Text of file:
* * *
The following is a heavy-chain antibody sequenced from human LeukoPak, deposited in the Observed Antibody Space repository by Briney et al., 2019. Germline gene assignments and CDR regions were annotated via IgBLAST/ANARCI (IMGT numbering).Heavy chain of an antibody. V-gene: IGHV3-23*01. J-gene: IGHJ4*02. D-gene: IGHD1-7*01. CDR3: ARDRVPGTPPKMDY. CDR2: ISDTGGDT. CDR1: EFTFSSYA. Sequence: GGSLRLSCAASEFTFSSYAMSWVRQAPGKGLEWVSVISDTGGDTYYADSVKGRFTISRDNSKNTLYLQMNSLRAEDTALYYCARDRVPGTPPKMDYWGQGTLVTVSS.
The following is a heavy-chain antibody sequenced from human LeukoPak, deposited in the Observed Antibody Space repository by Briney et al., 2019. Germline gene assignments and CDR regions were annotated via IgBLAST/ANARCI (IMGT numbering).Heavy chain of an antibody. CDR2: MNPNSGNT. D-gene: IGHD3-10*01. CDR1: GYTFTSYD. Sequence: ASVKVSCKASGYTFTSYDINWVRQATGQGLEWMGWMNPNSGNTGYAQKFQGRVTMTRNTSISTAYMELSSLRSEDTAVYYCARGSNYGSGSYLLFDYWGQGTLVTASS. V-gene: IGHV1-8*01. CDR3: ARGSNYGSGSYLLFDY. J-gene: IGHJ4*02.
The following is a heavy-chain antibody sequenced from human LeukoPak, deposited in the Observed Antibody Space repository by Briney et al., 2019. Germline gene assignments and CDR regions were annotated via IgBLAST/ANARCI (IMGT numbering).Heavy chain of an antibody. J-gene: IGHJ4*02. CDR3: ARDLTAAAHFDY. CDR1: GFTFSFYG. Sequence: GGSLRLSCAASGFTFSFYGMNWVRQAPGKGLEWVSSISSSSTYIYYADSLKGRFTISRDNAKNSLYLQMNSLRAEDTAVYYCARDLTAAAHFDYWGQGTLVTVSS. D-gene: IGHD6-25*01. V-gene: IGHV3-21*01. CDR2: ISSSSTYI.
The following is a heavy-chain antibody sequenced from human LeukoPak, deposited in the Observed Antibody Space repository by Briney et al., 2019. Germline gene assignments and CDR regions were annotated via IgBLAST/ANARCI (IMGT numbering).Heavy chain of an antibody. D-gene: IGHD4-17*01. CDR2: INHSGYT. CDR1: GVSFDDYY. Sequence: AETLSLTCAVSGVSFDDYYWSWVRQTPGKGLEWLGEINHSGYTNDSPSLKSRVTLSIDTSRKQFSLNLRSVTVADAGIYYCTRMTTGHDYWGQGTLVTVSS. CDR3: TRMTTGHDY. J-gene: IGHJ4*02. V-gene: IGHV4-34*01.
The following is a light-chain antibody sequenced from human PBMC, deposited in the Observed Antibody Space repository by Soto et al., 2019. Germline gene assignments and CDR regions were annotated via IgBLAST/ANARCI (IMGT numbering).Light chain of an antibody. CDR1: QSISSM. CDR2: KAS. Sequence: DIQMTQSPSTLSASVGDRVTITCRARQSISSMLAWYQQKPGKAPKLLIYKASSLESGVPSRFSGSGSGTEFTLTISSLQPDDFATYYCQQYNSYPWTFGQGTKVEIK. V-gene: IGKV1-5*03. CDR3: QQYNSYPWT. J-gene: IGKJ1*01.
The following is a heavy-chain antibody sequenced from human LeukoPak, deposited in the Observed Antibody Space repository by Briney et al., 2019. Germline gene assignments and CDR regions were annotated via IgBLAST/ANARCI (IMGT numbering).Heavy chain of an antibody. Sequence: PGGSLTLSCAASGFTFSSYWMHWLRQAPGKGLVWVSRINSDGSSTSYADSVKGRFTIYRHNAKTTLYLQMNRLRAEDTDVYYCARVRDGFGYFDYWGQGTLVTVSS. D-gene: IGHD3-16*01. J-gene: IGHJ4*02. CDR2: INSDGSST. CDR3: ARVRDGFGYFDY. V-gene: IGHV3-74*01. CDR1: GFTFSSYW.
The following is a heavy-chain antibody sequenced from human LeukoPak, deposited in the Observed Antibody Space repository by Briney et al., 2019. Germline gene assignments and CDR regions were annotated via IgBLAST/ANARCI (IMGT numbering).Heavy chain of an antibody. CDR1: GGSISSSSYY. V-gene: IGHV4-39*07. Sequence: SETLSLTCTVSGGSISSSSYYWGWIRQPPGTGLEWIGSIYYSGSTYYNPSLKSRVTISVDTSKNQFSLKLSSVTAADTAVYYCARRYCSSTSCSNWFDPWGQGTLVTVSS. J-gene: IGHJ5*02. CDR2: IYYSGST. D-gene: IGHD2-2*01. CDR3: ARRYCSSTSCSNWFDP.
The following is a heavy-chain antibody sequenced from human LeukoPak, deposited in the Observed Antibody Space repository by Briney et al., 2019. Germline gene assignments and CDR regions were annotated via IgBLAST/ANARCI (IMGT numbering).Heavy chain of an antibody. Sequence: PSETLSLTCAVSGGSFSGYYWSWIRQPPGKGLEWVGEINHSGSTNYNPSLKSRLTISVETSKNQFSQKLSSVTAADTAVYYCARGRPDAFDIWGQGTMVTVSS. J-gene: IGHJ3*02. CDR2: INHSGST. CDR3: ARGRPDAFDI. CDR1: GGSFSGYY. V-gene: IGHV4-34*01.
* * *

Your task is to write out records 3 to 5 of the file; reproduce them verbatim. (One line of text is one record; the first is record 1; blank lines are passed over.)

The following is a heavy-chain antibody sequenced from human LeukoPak, deposited in the Observed Antibody Space repository by Briney et al., 2019. Germline gene assignments and CDR regions were annotated via IgBLAST/ANARCI (IMGT numbering).Heavy chain of an antibody. J-gene: IGHJ4*02. CDR3: ARDLTAAAHFDY. CDR1: GFTFSFYG. Sequence: GGSLRLSCAASGFTFSFYGMNWVRQAPGKGLEWVSSISSSSTYIYYADSLKGRFTISRDNAKNSLYLQMNSLRAEDTAVYYCARDLTAAAHFDYWGQGTLVTVSS. D-gene: IGHD6-25*01. V-gene: IGHV3-21*01. CDR2: ISSSSTYI.
The following is a heavy-chain antibody sequenced from human LeukoPak, deposited in the Observed Antibody Space repository by Briney et al., 2019. Germline gene assignments and CDR regions were annotated via IgBLAST/ANARCI (IMGT numbering).Heavy chain of an antibody. D-gene: IGHD4-17*01. CDR2: INHSGYT. CDR1: GVSFDDYY. Sequence: AETLSLTCAVSGVSFDDYYWSWVRQTPGKGLEWLGEINHSGYTNDSPSLKSRVTLSIDTSRKQFSLNLRSVTVADAGIYYCTRMTTGHDYWGQGTLVTVSS. CDR3: TRMTTGHDY. J-gene: IGHJ4*02. V-gene: IGHV4-34*01.
The following is a light-chain antibody sequenced from human PBMC, deposited in the Observed Antibody Space repository by Soto et al., 2019. Germline gene assignments and CDR regions were annotated via IgBLAST/ANARCI (IMGT numbering).Light chain of an antibody. CDR1: QSISSM. CDR2: KAS. Sequence: DIQMTQSPSTLSASVGDRVTITCRARQSISSMLAWYQQKPGKAPKLLIYKASSLESGVPSRFSGSGSGTEFTLTISSLQPDDFATYYCQQYNSYPWTFGQGTKVEIK. V-gene: IGKV1-5*03. CDR3: QQYNSYPWT. J-gene: IGKJ1*01.